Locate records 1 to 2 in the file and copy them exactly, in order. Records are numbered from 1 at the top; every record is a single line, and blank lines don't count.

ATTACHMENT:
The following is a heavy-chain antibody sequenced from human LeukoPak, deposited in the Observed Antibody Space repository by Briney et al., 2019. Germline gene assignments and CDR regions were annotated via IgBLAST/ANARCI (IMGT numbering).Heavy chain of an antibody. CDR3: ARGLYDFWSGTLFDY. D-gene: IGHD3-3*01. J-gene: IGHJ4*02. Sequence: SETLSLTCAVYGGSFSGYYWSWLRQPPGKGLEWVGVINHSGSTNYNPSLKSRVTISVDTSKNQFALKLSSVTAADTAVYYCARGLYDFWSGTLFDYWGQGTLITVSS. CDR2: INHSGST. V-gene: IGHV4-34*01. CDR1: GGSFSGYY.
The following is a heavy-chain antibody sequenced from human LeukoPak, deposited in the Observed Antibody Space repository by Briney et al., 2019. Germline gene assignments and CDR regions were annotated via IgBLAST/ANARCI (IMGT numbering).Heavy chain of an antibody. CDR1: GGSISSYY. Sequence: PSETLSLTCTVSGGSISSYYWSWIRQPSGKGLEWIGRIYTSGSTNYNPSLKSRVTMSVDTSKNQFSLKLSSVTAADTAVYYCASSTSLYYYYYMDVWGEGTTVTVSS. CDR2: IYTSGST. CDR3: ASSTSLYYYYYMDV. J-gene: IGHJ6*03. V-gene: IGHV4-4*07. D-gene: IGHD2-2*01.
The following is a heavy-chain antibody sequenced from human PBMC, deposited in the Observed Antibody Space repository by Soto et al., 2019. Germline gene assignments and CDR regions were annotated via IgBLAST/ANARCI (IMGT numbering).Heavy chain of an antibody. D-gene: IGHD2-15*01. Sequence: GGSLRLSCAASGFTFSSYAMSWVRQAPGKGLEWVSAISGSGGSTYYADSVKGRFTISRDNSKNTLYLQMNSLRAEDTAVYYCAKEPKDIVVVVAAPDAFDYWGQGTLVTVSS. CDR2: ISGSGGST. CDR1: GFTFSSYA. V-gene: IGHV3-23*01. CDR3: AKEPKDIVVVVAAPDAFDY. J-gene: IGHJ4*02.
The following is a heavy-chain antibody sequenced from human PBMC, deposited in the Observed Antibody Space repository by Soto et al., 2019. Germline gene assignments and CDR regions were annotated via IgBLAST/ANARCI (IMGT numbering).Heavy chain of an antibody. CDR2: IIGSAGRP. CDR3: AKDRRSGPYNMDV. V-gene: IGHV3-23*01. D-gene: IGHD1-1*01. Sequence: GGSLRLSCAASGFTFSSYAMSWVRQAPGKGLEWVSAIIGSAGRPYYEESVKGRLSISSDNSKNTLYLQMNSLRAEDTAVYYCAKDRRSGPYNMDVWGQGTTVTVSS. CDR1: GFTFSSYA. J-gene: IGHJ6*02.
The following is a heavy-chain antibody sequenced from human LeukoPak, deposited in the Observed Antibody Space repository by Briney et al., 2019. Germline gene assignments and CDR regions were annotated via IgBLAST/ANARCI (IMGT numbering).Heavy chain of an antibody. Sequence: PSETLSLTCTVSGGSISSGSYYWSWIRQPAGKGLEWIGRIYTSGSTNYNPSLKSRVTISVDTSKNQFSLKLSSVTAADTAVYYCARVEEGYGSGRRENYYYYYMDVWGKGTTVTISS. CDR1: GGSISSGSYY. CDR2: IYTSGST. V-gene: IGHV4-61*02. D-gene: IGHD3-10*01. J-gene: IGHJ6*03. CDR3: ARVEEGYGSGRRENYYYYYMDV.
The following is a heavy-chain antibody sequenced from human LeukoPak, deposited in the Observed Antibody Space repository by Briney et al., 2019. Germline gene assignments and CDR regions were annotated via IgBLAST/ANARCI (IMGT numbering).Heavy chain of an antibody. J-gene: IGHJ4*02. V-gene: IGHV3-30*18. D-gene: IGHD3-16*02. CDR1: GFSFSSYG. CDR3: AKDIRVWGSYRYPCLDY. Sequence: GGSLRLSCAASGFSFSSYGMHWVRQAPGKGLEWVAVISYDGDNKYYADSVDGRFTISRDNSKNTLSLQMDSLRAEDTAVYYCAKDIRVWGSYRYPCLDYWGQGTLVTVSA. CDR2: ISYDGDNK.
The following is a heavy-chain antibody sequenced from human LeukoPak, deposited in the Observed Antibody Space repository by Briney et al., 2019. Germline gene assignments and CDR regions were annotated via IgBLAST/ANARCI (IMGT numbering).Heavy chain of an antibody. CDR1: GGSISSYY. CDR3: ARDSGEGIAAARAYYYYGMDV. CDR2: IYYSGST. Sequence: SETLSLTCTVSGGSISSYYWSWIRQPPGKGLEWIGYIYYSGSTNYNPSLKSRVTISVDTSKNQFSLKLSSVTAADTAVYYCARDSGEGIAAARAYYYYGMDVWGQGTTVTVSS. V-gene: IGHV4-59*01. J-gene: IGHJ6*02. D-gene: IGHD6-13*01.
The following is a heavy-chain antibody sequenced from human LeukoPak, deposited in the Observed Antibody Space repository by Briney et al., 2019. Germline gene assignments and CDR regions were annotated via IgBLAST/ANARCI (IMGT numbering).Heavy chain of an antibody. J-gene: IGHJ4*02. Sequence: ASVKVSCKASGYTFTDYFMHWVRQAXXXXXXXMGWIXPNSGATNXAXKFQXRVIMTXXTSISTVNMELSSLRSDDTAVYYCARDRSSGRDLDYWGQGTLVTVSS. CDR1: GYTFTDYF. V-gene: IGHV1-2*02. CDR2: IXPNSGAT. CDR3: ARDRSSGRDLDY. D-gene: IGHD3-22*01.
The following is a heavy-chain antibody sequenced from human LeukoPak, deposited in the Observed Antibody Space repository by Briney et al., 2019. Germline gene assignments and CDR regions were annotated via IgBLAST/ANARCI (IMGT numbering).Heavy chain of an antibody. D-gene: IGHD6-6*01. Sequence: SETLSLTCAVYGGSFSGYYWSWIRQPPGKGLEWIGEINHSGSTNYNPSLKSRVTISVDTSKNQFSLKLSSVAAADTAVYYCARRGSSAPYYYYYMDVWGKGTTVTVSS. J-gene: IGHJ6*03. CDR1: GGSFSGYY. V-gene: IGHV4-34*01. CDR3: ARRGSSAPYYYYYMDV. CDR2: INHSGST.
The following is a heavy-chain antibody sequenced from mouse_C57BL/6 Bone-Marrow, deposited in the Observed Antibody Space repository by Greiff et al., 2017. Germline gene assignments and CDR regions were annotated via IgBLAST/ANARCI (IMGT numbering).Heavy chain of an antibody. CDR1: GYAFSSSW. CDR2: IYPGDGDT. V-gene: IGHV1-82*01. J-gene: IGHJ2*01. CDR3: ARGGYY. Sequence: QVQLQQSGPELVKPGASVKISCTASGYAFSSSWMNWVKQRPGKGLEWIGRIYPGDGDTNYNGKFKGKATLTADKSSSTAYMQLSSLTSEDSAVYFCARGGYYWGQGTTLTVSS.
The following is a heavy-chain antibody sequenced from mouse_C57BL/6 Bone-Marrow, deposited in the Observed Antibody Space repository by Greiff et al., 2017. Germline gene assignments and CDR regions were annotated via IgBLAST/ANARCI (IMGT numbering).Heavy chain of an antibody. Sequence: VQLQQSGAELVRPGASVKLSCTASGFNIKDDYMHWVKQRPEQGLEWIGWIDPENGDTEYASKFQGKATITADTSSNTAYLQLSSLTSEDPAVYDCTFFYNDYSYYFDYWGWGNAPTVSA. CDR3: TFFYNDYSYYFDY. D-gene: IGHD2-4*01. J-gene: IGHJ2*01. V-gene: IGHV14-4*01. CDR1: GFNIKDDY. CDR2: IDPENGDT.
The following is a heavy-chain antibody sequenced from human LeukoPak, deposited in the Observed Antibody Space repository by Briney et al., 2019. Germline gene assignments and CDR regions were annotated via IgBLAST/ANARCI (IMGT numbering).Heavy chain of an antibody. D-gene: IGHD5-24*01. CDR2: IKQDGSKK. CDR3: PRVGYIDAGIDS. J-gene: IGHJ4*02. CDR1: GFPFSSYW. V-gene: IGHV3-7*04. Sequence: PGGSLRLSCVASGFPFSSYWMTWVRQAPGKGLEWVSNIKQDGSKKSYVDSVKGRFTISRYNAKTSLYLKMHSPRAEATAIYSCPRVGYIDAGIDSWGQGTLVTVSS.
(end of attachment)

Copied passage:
The following is a heavy-chain antibody sequenced from human LeukoPak, deposited in the Observed Antibody Space repository by Briney et al., 2019. Germline gene assignments and CDR regions were annotated via IgBLAST/ANARCI (IMGT numbering).Heavy chain of an antibody. CDR3: ARGLYDFWSGTLFDY. D-gene: IGHD3-3*01. J-gene: IGHJ4*02. Sequence: SETLSLTCAVYGGSFSGYYWSWLRQPPGKGLEWVGVINHSGSTNYNPSLKSRVTISVDTSKNQFALKLSSVTAADTAVYYCARGLYDFWSGTLFDYWGQGTLITVSS. CDR2: INHSGST. V-gene: IGHV4-34*01. CDR1: GGSFSGYY.
The following is a heavy-chain antibody sequenced from human LeukoPak, deposited in the Observed Antibody Space repository by Briney et al., 2019. Germline gene assignments and CDR regions were annotated via IgBLAST/ANARCI (IMGT numbering).Heavy chain of an antibody. CDR1: GGSISSYY. Sequence: PSETLSLTCTVSGGSISSYYWSWIRQPSGKGLEWIGRIYTSGSTNYNPSLKSRVTMSVDTSKNQFSLKLSSVTAADTAVYYCASSTSLYYYYYMDVWGEGTTVTVSS. CDR2: IYTSGST. CDR3: ASSTSLYYYYYMDV. J-gene: IGHJ6*03. V-gene: IGHV4-4*07. D-gene: IGHD2-2*01.